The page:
Blackhawks Notes: Bolland keeps rolling

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Blackhawks Notes: Bolland keeps rolling

Monday, May 31, 2010
3:06 PM

By Brett Ballantini
CSNChicago.com

CHICAGO You wouldnt think that in a Game 1 that featured 10 goals in the first 40 minutes that the Chicago Blackhawks would have thought to do any scoreboard watching.

But even in a game featuring four ties and three lead changes, as time started ticking short and a 6-5 lead had fallen in their laps, the Redshirts couldnt help but hope to bleed the puckand watch the clock.

As usual, Blackhawks forward Kris Versteeg put one of the more humorous wraps on the end of Game 1.

Im looking up at the clock in the third and its eight minutes, 7:59, 7:58 he said. Im thinking, Im not going to live to see the end of this.

Defenseman Brent Sopel, already embarrassed over the unanticipated explosion of offense his blueliners allowed from the Philadelphia Flyers, wasnt counting the clock, however.

No way, I wasnt thinking we could just hold the lead and get out of there, Sopel said. I was thinking, Oh my God, whats going to happen next?

In a game where no lead is safe, there is no player who wants more to skate off the ice having stolen a win than the goalie. And Blackhawks netminder Antti Niemi, always honest after games, was itching to exit stage right: In the third, I was pretty much waiting for the end of the game.

Both sides anticipate a more buttoned-down Game 2 tonightbut that doesnt preclude some scoreboard watching once the team gets a lead. If youre at the United Center, bring those binocs and see whos gazing heavenward.

One guy who wont be is the chronically down-low Dustin Byfuglien. No line of excited questioning got Big Buff to admit he was hoping the clock would speed up at the end of Game 1.

The most the brusque forward would share about the end of Chicagos first Stanley Cup triumph in more than 37 years, in characteristic deadpan? The bench was pretty crazy.

Bolly Just Keeps Rolling
Speaking of deadpan Blackhawks, you simply cant rattle inimitable center Dave Bolland, who is hitting his stride at just the right time this season.

Offensively, Bolland has six goals through 17 games in the playoffs, equaling his season output (in 39 games). Two of those tallies have been shorthanded, including Saturdays first-period shortie that gave the Blackhawks their first lead of the Stanley Cup Finals. Defensively, the fifth-year man has centered Chicagos erstwhile checking line, (flanked by Kris Versteeg and, alternately, Tomas Kopecky or Andrew Ladd), making life miserable for forwards from the Sedin Twins to Joe Thornton.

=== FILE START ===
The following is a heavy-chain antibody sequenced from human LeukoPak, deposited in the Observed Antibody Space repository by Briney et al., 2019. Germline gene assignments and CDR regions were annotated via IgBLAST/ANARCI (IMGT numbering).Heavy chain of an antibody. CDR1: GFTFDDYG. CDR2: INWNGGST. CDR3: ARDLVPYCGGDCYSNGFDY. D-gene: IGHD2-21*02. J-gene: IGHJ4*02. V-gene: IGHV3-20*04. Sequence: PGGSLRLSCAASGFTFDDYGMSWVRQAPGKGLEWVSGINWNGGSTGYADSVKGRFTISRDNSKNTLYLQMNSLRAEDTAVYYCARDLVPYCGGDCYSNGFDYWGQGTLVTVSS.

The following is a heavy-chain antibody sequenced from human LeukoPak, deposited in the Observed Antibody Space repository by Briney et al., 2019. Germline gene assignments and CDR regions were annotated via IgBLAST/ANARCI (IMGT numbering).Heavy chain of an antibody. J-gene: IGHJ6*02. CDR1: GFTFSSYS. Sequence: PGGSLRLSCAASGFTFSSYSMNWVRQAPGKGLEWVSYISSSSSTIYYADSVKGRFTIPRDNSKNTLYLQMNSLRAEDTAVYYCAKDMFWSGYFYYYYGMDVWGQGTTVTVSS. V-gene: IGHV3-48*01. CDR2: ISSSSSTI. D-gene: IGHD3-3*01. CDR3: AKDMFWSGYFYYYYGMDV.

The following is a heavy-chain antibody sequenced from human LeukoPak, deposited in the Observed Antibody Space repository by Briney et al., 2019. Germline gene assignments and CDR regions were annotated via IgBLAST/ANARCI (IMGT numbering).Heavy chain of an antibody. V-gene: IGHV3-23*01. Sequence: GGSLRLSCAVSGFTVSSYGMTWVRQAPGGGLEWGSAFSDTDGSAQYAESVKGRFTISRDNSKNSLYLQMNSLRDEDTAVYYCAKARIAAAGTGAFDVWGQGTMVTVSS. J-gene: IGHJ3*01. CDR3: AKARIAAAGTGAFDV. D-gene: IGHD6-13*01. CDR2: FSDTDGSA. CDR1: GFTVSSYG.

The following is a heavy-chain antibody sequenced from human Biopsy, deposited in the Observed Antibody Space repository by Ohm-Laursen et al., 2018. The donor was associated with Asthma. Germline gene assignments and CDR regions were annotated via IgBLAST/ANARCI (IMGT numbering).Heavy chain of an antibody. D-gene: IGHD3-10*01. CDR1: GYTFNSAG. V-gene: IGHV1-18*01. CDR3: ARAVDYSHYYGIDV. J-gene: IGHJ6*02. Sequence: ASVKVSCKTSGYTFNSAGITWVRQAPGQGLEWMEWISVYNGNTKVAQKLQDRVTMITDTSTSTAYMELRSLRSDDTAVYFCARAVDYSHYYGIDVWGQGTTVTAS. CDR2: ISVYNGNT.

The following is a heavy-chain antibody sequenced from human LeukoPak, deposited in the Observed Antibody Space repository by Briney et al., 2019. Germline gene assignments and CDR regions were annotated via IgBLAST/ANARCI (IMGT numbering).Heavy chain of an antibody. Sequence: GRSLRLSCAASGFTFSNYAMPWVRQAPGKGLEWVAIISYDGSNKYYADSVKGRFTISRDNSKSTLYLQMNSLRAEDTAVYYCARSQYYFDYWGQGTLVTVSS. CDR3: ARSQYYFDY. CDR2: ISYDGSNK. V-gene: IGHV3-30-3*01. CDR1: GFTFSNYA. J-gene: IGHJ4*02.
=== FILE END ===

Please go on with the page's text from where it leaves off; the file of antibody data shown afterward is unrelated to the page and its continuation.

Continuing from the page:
But ask Bolland to chat about it any of his numerous recent accomplishments and, well, youre just going to get an aw-shucks grin and little elucidation. Heres the wordiest answers gathered from Bolly since media day:

On the relative mellowness of Game 1: It wasnt very feisty, I dont know why. It was pretty calm. Nothing really happened.

On his sudden, steely skill on shorthanded attempts: I dont know about that. I couldnt tell you what I was doing out there. I was trying to go five-hole on Philadelphia goaltender Michael Leighton, but I missed. It tipped off his stick and he let it in.

On Blackhawks coach Joel Quennevilles mentoring: Weve talked a lot. Hes helped me out when my speed or stick-handling wasnt there. Hed call me in, give me little pointers. His confidence was reassuring.

On what he watched while recuperating from back surgery during the season: DVRd shows like Nurse Jackie, Weeds, Californication.

The Human Soundbite
No one will ever confuse Blackhawks grinder Adam Burish with Wayne Gretzky on the ice, but the gritty forward is an All-Star in the dressing room, never failing to entertain with honest and unfiltered comments.

Today, Burish was asked about what the NHL can do to make hockey even more popular in the United States, and he ran off a number of answers, concluding with this assumptive gem: In what other sport can you punch a guy in the face or chase another guy around with a weapon in your hands?

Surprisingly, as dressing room time ran short it seemed Burish hadnt yet been asked whether hed sized up his series rival yet, a Philadelphian who hed target for extra checks, jawing andor fighting.